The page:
Other savings come from adjusting health care programs. Medicare is permitted to use its size to negotiate prescription drug prices — saving $157 billion over ten years — and a public option is added to the Affordable Care Act, saving an additional $104 billion.
On the whole, the Back to Work budget projects a short-term spike in deficits and debt — reflecting new spending — but then public debt is expected to reach 68.7 percent of GDP by 2023, nine points lower than what it would be under current law, and significantly lower than what it would be under Paul Ryan’s plan. And as for long-term health care costs, the Back to Work budget allows Obamacare to run its course, and adjusts Medicare so that it can use its size and clout to negotiate cheaper prices.
None of this is to say there aren’t problems with this plan, political and otherwise. . . But unlike the Ryan plan — and more so than the plan produced by Senate Democrats — this plan deals with the real economic problems faced by millions of Americans. Unemployment under the Back to Work framework is projected to fall to 5 percent within three years — a swift return to pre-recession levels. Moreover, it achieves $4.4 trillion in deficit reduction, reaching (and surpassing) the target set by Alan Simpson and Erksine Bowles. Which is to say that by Washington’s standards, this should be seen as a “serious” document when it comes to deficit reduction.
Unfortunately, the Beltway’s appetite for debt reduction isn’t matched by a craving for full employment. Instead, there’s an overwhelming call for spending cuts and “shared pain.” As such, the arbiters of “seriousness” are unlikely to pay attention to a budget that goes a long way toward accomplishing their stated goals.
Rep. Keith Ellison (D-MN), cochair of the Progressive Caucus, introduces the Back to Work Budget.
Dean Baker writing for the Center for Economic and Policy Research, The Congressional Progressive Caucus Budget: A Serious Budget That the Serious People Won't Take Seriously | CEPR Blog:
The Congressional Progressive Caucus (CPC) has produced a budget that is intended to make the unemployment situation better rather than worse.
The story of course is that we are still in a situation where we need the government as a source of demand in the economy.
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The CPC decided to produce a budget that recognized this reality. It provides for a mix of short-term measures aimed at immediate job creation, such as jobs programs and additional money to defray state and local government revenue shortfalls, along with an ambitious long-term infrastructure agenda. According to estimates from the Economic Policy Institute this agenda would create 6.9 million additional jobs by the end of next year compared to the CBO baseline scenario.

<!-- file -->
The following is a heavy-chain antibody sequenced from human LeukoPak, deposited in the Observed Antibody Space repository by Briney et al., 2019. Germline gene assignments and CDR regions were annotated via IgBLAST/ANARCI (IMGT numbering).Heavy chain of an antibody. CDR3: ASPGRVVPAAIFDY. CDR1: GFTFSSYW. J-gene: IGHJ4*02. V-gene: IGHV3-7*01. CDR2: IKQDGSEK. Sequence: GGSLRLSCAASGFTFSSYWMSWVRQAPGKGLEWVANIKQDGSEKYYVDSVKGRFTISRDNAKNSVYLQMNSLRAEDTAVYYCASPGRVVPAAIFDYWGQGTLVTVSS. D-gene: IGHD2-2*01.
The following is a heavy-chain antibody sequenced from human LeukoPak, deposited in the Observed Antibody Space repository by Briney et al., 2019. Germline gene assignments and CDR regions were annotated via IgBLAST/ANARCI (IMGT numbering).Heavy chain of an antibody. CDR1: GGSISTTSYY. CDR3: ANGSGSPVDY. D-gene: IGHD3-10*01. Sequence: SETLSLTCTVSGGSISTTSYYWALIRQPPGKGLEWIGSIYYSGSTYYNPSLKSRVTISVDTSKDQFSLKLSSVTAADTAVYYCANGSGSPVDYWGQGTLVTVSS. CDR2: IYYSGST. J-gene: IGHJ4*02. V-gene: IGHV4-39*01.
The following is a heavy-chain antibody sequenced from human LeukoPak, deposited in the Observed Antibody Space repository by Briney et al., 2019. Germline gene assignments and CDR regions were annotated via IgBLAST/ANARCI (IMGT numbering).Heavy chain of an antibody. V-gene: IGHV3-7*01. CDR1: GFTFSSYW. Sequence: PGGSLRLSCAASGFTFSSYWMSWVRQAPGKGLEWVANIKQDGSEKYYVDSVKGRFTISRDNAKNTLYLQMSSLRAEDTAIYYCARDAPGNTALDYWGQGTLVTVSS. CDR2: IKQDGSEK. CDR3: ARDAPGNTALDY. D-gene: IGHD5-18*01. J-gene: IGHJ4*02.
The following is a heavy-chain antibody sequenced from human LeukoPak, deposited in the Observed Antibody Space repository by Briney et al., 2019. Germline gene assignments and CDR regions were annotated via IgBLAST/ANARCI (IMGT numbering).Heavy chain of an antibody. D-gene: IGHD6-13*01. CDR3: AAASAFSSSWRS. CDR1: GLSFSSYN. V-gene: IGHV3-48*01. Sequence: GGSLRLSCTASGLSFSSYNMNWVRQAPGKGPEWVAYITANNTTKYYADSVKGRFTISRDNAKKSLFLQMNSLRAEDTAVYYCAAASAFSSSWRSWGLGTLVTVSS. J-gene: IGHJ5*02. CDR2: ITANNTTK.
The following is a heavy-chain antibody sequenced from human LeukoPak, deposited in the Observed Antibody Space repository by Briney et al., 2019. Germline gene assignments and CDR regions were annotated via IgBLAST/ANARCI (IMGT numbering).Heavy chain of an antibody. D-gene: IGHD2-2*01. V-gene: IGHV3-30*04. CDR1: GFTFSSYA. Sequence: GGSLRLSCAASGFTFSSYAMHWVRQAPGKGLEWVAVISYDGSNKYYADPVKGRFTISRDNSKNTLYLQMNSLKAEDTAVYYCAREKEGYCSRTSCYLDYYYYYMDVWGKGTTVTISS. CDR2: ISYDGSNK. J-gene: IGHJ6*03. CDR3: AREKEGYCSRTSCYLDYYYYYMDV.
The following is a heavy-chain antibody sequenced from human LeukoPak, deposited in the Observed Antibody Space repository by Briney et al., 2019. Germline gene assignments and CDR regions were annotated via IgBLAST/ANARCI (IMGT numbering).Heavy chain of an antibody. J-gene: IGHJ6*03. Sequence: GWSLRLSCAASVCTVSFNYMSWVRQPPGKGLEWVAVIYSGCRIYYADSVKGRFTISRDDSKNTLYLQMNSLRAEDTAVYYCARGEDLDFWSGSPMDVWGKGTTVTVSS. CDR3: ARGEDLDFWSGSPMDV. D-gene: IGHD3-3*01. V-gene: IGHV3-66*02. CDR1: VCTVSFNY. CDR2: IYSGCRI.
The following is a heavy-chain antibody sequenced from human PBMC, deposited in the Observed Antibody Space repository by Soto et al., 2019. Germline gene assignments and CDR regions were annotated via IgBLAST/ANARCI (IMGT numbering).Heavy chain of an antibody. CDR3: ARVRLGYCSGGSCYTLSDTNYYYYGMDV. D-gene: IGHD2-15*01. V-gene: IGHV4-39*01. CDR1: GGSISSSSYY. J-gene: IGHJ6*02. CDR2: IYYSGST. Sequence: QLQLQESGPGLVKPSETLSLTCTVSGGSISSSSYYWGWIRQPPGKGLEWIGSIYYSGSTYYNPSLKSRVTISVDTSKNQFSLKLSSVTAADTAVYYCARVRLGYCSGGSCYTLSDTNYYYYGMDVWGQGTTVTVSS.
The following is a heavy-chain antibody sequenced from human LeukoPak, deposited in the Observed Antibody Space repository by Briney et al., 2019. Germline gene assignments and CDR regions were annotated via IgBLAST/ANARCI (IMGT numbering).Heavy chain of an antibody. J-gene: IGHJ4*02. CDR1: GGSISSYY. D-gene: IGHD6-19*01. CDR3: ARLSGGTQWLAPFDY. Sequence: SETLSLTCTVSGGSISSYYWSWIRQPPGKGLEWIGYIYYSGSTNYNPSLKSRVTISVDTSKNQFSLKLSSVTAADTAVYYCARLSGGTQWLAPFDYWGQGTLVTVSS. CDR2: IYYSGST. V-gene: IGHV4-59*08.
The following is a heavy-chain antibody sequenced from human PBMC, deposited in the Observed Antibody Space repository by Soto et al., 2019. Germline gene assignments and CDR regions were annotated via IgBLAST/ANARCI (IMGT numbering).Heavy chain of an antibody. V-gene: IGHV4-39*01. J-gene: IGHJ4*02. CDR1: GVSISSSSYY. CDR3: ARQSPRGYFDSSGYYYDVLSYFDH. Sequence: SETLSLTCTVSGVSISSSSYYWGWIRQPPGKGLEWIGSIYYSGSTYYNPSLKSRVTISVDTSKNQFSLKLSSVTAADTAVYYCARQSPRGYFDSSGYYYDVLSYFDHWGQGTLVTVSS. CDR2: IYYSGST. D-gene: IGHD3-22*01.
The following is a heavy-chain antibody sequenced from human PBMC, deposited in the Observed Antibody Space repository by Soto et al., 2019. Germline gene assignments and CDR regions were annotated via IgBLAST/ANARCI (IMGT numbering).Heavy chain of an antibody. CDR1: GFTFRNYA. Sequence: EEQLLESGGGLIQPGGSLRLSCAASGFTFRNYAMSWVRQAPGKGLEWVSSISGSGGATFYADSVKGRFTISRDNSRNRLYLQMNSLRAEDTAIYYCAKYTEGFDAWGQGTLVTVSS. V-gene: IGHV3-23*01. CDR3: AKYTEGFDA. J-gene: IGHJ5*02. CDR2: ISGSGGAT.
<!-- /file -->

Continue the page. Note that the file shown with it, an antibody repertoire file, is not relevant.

The CPC also include measures that should make any serious deficit hawk happy. On the spending side they want savings from cutting the military budget, reducing payments to drug companies under Medicare, and establishing a public option in the health care exchanges that will go into place next year under the Affordable Care Act.
On the tax side, they propose eliminating a number of special interest tax breaks, establishing higher tax marginal tax brackets (up to 49 percent) for very high income households, a higher estate tax (55 percent) for the richest of the rich, and imposing a financial speculation tax and a carbon tax. The net effect of these policies stimulate now, cut later, and result in a deficit that is just over 1.0 percent of GDP by the middle of the decade and a debt to GDP ratio that is on a clear downward track.
The Serious People will undoubtedly claim that the CPC budget is not politically realistic and use this fact as an excuse for ignoring it. But this is a case of a serious double-standard.
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Clearly political realism is not a criterion used in determining whether a budget proposal deserves attention. The public would do well to focus on the substance of the CPC budget and its rationale. The Washington insider crew is a tough lot to crack, but even they can sometimes be moved by a combination of evidence and public opinion.
You will need to pressure your Congress critters to consider seriously the proposals in the Progressive Caucus budget, and to "work the refs" — by pounding some sense into your local media villagers who take their cues from the "conventional wisdom" of the Beltway media, most of whom don't know squat about macroeconomics and government budgets.